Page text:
The Alice Network – Historical fiction laden with female spies

alice

I couldn’t put this down.  If I wasn’t making time to read it at home, the book made it’s way into my purse in case I could read at work during breaks and lunch.

The story goes back and forth between 1947 and 1915 with Evelyn Gardiner heavily featured in both time lines. Eve  Gardiner, Charlotte “Charlie” St. Clair and Finn Kilgore are well written, complex characters.

The Alice Network was real.  This story incorporates the heroic character of Louise de Bettignies aka “Alice BuBois” and Lili,  into a fascinating character – a spy for the English military.  She was dubbed Queen of Spies and in real life, saved hundreds, maybe thousands of lives, passing on pertinent intel.

She had a network of females working with her, all joined in resisting the Germans and spying for the Allies.  There were parts of this story dealing with espionage and trauma that were such page turners.  I sat up late a few times to read and it blows me away that these women endured so much.

Early in the story, as you are getting to know Eve (a drunken bitter woman…..at first) you also meet Finn Kilgore.  This quiet Scotsman is Eve’s driver and master of what he calls the one-pan breakfast.  There wasn’t a lot of food mentioned but this breakfast comes up a few times.

fryup1

The main characters change, they have transformations as they start working together and it’s wonderful to be along for the ride.

I have to say, this goes on list as one of the best books I have read this year.  There are scenes in London but most are in France.  Eve’s London home figures prominently in the beginning and later in the book too – that’s why I am linking up with British Isles Friday.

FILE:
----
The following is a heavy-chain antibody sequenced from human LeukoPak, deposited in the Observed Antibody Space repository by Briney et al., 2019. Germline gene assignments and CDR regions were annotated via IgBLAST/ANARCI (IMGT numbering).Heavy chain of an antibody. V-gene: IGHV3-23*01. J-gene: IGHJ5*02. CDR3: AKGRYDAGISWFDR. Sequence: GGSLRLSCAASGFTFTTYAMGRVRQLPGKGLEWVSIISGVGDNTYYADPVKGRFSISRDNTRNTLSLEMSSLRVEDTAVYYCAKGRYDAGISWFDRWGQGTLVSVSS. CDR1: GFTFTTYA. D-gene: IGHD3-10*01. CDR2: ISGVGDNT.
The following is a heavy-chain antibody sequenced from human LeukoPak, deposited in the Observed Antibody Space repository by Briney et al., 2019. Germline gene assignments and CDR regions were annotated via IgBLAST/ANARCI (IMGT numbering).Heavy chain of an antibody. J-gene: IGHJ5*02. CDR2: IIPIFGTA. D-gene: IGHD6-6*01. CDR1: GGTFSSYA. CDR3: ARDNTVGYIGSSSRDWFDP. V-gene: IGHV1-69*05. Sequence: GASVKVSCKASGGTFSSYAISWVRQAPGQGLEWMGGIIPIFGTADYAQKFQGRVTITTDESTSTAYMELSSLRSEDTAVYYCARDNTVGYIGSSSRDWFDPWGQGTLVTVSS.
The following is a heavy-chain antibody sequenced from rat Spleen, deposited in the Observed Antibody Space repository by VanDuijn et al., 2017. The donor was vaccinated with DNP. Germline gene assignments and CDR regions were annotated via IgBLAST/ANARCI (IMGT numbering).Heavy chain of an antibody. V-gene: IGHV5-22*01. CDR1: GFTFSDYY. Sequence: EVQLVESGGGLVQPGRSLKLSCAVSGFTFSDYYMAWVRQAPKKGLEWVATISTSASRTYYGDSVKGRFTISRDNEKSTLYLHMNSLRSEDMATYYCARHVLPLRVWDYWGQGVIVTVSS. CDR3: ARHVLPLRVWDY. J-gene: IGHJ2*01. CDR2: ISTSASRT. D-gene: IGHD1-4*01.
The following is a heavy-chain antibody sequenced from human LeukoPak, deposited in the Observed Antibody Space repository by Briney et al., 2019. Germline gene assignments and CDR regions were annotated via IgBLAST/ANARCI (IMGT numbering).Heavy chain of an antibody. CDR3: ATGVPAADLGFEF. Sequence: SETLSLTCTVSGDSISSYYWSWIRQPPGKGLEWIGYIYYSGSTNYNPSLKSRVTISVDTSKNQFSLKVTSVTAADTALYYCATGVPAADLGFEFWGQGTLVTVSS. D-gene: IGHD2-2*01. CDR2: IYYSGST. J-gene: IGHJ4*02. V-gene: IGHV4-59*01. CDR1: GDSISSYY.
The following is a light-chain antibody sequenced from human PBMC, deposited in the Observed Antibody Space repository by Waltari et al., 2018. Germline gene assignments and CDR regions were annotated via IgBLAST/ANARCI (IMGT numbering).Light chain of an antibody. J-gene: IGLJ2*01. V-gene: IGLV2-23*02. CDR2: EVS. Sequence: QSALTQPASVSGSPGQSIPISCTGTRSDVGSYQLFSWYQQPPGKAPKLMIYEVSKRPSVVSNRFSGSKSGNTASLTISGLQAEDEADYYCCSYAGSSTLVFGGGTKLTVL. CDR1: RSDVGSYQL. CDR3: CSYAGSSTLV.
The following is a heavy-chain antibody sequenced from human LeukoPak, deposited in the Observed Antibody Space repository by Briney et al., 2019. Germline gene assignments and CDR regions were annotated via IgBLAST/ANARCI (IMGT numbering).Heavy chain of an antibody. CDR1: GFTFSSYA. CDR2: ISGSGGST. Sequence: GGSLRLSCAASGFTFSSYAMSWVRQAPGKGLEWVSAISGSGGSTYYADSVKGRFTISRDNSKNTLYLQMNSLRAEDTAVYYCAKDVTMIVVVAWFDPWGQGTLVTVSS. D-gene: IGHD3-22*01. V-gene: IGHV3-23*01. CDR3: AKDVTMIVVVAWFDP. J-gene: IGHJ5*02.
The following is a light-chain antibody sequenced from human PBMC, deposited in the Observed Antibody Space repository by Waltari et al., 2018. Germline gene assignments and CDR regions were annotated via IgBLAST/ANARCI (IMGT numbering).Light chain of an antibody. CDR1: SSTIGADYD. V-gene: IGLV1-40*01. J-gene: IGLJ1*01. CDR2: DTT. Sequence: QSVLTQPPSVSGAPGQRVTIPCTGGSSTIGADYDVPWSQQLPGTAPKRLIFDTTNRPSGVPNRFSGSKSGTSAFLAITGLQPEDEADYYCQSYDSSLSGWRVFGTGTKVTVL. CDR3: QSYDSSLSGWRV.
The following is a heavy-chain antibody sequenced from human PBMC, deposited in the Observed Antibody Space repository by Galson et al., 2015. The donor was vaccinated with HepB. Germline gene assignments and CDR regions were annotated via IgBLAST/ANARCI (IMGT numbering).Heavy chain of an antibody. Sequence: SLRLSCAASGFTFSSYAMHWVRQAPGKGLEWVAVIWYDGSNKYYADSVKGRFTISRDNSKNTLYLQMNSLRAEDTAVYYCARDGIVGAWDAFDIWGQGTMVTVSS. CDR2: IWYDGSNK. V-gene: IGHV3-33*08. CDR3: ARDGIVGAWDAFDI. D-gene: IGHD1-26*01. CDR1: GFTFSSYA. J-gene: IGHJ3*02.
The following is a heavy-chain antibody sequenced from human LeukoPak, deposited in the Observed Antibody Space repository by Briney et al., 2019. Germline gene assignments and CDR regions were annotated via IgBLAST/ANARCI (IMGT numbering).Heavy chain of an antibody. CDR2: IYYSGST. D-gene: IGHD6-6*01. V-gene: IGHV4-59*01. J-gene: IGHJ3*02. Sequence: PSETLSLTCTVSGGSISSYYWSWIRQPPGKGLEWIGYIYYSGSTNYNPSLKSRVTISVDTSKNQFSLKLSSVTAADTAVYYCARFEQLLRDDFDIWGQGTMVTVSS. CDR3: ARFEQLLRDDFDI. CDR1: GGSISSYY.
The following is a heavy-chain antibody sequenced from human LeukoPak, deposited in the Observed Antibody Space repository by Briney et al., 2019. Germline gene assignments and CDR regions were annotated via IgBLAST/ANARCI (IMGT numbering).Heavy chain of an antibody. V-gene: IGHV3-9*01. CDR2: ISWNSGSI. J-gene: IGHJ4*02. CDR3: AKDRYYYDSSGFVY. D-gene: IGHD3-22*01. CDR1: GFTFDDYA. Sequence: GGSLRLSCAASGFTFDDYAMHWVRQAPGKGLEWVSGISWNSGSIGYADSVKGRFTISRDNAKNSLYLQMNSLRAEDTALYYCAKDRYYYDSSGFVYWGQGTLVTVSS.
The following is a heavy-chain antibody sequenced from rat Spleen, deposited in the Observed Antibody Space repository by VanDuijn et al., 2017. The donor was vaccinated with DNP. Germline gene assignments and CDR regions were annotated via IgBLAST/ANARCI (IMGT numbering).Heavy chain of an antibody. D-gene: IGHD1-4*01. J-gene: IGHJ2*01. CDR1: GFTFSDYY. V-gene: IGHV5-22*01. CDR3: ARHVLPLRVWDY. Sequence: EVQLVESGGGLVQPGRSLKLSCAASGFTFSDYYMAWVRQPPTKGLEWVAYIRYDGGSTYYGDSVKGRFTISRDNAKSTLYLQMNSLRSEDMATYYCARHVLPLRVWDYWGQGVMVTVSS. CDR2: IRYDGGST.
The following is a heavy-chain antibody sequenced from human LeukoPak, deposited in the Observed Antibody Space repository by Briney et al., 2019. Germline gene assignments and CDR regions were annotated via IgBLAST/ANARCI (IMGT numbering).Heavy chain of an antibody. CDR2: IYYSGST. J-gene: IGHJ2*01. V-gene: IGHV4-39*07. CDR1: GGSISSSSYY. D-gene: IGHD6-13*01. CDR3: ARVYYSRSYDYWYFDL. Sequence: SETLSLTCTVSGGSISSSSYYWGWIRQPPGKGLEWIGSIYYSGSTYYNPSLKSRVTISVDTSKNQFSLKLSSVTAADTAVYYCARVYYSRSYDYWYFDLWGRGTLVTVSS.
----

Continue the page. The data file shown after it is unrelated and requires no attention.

Kate Quinn has found a new fan and I plan to look for her other publications.

Linking up with Joy’s British Isles Friday and Heather’s Foodie Reads for August.

BriFri-logo

Advertisements

11 thoughts on “The Alice Network – Historical fiction laden with female spies

  1. I cannot wait to read this and that 1 pan breakfast looks pretty tasty! I know just a little about women spies during WWII but mostly for the Americans. I have a feeling this book will have me wanting to learn lots more about the British spies.

    Liked by 1 person

  2. Pingback: The Rise and Fall of D.O.D.O. #BookReview #BriFri – Joy's Book Blog

Leave a Reply

Fill in your details below or click an icon to log in:

WordPress.com Logo

You are commenting using your WordPress.com account. Log Out / Change )

Twitter picture

You are commenting using your Twitter account. Log Out / Change )

Facebook photo

You are commenting using your Facebook account. Log Out / Change )

Google+ photo

You are commenting using your Google+ account. Log Out / Change )

Connecting to %s